German Shepherds can be one of the best breeds of dogs to own. They are exceptionally…
There’s a huge misconception that dogs and cats are rivals and that German Shepherds are especially difficult to integrate with cats simply because they are working dogs. But, keep in mind that GSDs are intelligent, highly trainable, and incredibly social. Just as with other dogs and any other animal they can share a home with a cat peacefully. It’s even possible for a German Shepherd and a cat to be the best of friends.
Are German Shepherds Good With Cats?
German Shepherds can be good with cats, but it depends on your particular German Shepherd. The truth is, any dog’s ability to get along with cats has nothing to do with their breed. Many German Shepherds can get along fine with a cat with proper socialization and training.
Keep in mind that individual dogs could react to their feline counterparts differently. Plus, just because they get along with one cat, it doesn’t mean they’ll get along with all cats. Don’t forget that the cat’s temperament and prior socialization also plays a huge role as well.
Many German Shepherds share their homes with cats and are actually friendly with one another. But, there are also some GSD’s that won’t tolerate a cat’s presence. So, if you have a German Shepherd and are hoping to welcome a cat into your family, you need to reflect on your GSD’s characteristics and determine whether it’s a good idea.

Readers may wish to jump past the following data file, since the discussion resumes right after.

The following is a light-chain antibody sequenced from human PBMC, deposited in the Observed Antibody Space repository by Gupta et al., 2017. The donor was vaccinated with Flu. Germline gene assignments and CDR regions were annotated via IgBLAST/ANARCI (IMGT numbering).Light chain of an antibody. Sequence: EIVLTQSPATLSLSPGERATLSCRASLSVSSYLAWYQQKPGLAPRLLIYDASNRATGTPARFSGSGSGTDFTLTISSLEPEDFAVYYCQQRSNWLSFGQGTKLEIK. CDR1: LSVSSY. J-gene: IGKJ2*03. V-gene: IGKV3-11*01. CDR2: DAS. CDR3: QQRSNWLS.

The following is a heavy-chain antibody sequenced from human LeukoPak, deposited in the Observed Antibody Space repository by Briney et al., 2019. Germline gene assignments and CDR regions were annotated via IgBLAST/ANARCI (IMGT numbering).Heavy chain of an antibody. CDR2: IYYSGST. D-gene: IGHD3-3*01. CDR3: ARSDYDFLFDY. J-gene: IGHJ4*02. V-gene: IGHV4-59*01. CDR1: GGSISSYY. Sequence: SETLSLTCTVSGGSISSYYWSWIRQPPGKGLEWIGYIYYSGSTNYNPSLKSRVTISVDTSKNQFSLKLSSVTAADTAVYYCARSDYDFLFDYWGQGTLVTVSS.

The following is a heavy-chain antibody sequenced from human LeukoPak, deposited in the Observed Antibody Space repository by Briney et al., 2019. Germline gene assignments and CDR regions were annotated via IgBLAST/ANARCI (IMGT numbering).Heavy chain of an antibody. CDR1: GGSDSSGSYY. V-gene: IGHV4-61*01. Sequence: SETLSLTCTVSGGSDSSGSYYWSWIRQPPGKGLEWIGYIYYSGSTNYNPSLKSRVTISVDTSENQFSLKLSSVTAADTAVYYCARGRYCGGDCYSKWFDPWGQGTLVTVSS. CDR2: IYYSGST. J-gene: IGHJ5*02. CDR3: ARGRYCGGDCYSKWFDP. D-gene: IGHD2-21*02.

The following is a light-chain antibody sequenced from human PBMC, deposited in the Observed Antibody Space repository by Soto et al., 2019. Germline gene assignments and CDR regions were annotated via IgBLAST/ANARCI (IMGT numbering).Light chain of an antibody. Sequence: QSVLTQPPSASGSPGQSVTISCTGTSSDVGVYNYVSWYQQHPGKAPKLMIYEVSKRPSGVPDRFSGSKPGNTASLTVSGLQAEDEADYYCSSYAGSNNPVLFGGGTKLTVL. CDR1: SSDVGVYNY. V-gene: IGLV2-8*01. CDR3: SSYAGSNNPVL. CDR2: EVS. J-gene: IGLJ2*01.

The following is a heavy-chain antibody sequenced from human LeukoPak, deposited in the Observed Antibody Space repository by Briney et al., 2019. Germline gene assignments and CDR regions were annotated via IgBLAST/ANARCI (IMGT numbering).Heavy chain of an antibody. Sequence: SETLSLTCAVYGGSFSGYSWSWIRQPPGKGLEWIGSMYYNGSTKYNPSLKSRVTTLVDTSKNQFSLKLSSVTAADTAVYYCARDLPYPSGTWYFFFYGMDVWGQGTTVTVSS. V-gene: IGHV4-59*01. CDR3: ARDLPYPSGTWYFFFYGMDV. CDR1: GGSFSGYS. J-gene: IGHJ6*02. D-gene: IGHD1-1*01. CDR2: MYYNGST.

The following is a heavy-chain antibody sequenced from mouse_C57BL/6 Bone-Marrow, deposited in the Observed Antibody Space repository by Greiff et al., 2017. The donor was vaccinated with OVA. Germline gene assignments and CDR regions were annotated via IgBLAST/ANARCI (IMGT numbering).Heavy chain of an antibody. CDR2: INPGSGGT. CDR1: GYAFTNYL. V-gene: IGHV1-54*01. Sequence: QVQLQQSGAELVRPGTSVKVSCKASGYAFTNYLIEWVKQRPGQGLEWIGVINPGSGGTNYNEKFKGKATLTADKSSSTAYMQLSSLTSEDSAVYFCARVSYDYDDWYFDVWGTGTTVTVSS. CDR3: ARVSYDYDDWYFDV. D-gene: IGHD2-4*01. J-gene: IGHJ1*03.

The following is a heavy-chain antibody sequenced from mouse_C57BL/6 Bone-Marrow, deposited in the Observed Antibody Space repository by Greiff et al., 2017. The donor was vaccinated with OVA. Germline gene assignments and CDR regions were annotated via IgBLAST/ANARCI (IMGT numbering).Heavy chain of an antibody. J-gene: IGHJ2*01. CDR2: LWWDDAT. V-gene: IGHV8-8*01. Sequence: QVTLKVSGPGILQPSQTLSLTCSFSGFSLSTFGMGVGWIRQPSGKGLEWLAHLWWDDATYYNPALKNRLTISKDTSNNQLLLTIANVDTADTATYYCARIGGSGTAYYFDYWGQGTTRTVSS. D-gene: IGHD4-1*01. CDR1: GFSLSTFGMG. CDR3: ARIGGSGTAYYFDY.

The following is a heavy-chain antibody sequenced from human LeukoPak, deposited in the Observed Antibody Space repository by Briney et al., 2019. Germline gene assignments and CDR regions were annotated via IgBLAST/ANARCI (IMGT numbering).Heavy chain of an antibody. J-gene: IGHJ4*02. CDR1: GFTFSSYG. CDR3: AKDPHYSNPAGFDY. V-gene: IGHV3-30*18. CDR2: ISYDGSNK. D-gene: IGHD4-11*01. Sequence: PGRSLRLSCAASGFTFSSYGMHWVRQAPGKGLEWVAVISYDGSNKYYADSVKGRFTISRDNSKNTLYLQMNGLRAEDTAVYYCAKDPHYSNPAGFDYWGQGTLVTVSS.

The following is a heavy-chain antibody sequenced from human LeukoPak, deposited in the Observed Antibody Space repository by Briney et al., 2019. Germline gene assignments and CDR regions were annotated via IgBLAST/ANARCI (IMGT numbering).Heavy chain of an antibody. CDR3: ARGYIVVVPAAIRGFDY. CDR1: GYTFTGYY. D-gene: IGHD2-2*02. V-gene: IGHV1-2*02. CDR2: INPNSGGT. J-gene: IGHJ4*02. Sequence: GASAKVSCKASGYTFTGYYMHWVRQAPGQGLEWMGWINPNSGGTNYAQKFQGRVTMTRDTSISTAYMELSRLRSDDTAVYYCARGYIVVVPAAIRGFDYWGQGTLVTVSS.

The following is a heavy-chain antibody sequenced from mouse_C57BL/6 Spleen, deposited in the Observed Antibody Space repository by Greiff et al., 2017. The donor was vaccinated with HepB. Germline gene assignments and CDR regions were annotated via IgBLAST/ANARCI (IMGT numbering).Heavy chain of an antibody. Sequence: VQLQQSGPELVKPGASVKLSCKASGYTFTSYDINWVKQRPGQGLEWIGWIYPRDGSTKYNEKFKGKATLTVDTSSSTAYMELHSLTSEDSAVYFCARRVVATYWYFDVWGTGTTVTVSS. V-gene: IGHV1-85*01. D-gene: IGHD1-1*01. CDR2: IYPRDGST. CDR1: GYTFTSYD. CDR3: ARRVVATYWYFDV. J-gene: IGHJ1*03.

Signs That Your German Shepherd Will Be Good With Cats
Depending on how long you’ve had your GSD and how hands-on you are in caring for them, you probably already have a vague idea of how they might react to sharing their home with a cat. But, here are some of the critical factors that might make your German Shepherd more likely to integrate well with cats:
The younger your GSD is, the more open they will probably be to living with a cat. It also helps if the cat is young so that neither of them is already set in their ways. When you introduce cats to dogs while they’re both still young, curiosity and playfulness will likely take over, and they probably won’t even notice their differences. That’s not to say that older German Shepherds will be bad with cats. Growing up together just tends to make things easier.
Your German Shepherd’s prior experience with cats and other animals should give you a good idea of whether or not they will tolerate or even enjoy having a feline sibling.
Are they wary of or playful with new animals they encounter? Keep in mind that if they tend to be nervous around other animals, their instinct to protect themselves might drive them to be aggressive. Have they had plenty of exposure to cats before? The more positive interactions they’ve had with other animals (especially other cats), the better your chances are of a smooth introduction.
A socialized German Shepherd is one thing, and a sociable one is another. Your dog could have had plenty of exposure to other animals without incident, but is their personality suited for sharing a home with a cat?